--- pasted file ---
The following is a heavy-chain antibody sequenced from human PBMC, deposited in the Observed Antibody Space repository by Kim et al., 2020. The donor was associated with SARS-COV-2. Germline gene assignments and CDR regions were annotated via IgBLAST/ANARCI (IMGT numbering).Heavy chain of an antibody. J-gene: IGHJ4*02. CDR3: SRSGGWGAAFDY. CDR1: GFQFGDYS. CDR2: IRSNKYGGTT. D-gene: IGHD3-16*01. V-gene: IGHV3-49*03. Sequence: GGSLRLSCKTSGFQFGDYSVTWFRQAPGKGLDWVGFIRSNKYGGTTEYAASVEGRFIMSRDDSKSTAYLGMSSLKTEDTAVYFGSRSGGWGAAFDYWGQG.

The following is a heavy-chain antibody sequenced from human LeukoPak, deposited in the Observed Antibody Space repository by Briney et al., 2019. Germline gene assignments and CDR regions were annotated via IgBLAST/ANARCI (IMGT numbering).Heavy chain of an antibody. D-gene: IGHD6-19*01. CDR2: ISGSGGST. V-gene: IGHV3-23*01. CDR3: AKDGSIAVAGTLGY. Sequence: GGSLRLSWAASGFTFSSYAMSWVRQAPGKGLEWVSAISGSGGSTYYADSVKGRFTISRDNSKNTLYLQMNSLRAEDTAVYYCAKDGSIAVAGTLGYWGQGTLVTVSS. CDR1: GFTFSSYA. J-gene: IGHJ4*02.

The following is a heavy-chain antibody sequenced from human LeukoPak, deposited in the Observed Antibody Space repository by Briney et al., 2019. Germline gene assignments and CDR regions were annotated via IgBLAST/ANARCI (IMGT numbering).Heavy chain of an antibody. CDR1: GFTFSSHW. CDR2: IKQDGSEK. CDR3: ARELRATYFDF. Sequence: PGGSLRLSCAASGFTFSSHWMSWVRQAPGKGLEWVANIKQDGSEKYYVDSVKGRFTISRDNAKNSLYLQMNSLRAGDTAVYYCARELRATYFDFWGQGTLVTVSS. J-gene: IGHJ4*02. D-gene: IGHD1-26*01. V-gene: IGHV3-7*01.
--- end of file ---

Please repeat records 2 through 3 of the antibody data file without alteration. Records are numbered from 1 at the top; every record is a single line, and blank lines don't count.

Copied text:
The following is a heavy-chain antibody sequenced from human LeukoPak, deposited in the Observed Antibody Space repository by Briney et al., 2019. Germline gene assignments and CDR regions were annotated via IgBLAST/ANARCI (IMGT numbering).Heavy chain of an antibody. D-gene: IGHD6-19*01. CDR2: ISGSGGST. V-gene: IGHV3-23*01. CDR3: AKDGSIAVAGTLGY. Sequence: GGSLRLSWAASGFTFSSYAMSWVRQAPGKGLEWVSAISGSGGSTYYADSVKGRFTISRDNSKNTLYLQMNSLRAEDTAVYYCAKDGSIAVAGTLGYWGQGTLVTVSS. CDR1: GFTFSSYA. J-gene: IGHJ4*02.

The following is a heavy-chain antibody sequenced from human LeukoPak, deposited in the Observed Antibody Space repository by Briney et al., 2019. Germline gene assignments and CDR regions were annotated via IgBLAST/ANARCI (IMGT numbering).Heavy chain of an antibody. CDR1: GFTFSSHW. CDR2: IKQDGSEK. CDR3: ARELRATYFDF. Sequence: PGGSLRLSCAASGFTFSSHWMSWVRQAPGKGLEWVANIKQDGSEKYYVDSVKGRFTISRDNAKNSLYLQMNSLRAGDTAVYYCARELRATYFDFWGQGTLVTVSS. J-gene: IGHJ4*02. D-gene: IGHD1-26*01. V-gene: IGHV3-7*01.